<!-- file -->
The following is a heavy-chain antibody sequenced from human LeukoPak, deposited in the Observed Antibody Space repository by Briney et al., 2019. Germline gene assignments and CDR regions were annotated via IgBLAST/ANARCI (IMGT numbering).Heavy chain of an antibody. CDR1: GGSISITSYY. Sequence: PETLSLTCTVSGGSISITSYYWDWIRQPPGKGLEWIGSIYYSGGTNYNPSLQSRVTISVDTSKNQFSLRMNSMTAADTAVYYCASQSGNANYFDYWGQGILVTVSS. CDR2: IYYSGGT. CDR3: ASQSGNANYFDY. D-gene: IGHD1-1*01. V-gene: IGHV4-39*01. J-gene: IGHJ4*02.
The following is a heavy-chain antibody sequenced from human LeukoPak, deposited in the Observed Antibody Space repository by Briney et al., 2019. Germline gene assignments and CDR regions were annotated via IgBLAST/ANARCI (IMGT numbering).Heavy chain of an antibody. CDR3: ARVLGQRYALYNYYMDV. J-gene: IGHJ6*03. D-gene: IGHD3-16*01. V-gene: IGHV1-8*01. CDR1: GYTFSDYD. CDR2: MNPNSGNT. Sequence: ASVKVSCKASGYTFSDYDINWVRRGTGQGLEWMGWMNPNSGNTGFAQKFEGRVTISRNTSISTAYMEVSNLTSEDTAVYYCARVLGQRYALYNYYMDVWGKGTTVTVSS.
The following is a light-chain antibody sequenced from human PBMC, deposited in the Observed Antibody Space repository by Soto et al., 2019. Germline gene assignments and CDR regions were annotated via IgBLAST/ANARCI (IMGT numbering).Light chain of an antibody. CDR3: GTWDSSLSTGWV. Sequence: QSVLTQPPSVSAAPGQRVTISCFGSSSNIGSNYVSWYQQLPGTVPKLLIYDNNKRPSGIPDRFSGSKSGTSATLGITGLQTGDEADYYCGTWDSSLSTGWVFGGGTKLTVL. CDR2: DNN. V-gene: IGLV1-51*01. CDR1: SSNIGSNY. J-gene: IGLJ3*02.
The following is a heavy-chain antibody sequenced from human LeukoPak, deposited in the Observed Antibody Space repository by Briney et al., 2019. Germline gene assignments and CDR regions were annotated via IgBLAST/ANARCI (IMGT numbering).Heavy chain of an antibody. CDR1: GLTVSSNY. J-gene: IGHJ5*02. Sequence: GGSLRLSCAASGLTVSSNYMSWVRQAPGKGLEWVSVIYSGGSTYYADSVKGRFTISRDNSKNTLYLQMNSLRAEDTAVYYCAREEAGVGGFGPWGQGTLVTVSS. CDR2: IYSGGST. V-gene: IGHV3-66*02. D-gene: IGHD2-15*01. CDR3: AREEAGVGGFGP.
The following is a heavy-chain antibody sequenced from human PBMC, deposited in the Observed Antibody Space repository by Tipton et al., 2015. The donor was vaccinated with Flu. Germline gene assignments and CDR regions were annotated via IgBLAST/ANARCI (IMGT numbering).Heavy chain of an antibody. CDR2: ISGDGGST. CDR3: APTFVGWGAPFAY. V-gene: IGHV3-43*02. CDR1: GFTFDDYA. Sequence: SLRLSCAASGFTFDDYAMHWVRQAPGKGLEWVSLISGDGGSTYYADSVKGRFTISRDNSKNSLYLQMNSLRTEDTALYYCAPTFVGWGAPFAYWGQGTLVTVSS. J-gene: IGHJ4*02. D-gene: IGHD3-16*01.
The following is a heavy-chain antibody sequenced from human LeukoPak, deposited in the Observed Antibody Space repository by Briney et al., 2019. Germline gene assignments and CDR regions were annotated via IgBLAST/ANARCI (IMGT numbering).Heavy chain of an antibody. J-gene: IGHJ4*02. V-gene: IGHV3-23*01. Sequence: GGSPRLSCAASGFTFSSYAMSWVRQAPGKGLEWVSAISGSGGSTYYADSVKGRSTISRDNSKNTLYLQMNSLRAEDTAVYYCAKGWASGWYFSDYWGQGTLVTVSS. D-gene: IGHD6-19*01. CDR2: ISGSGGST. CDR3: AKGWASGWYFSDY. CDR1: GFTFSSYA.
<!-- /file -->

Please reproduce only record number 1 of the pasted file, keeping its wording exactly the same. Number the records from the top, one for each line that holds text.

The following is a heavy-chain antibody sequenced from human LeukoPak, deposited in the Observed Antibody Space repository by Briney et al., 2019. Germline gene assignments and CDR regions were annotated via IgBLAST/ANARCI (IMGT numbering).Heavy chain of an antibody. CDR1: GGSISITSYY. Sequence: PETLSLTCTVSGGSISITSYYWDWIRQPPGKGLEWIGSIYYSGGTNYNPSLQSRVTISVDTSKNQFSLRMNSMTAADTAVYYCASQSGNANYFDYWGQGILVTVSS. CDR2: IYYSGGT. CDR3: ASQSGNANYFDY. D-gene: IGHD1-1*01. V-gene: IGHV4-39*01. J-gene: IGHJ4*02.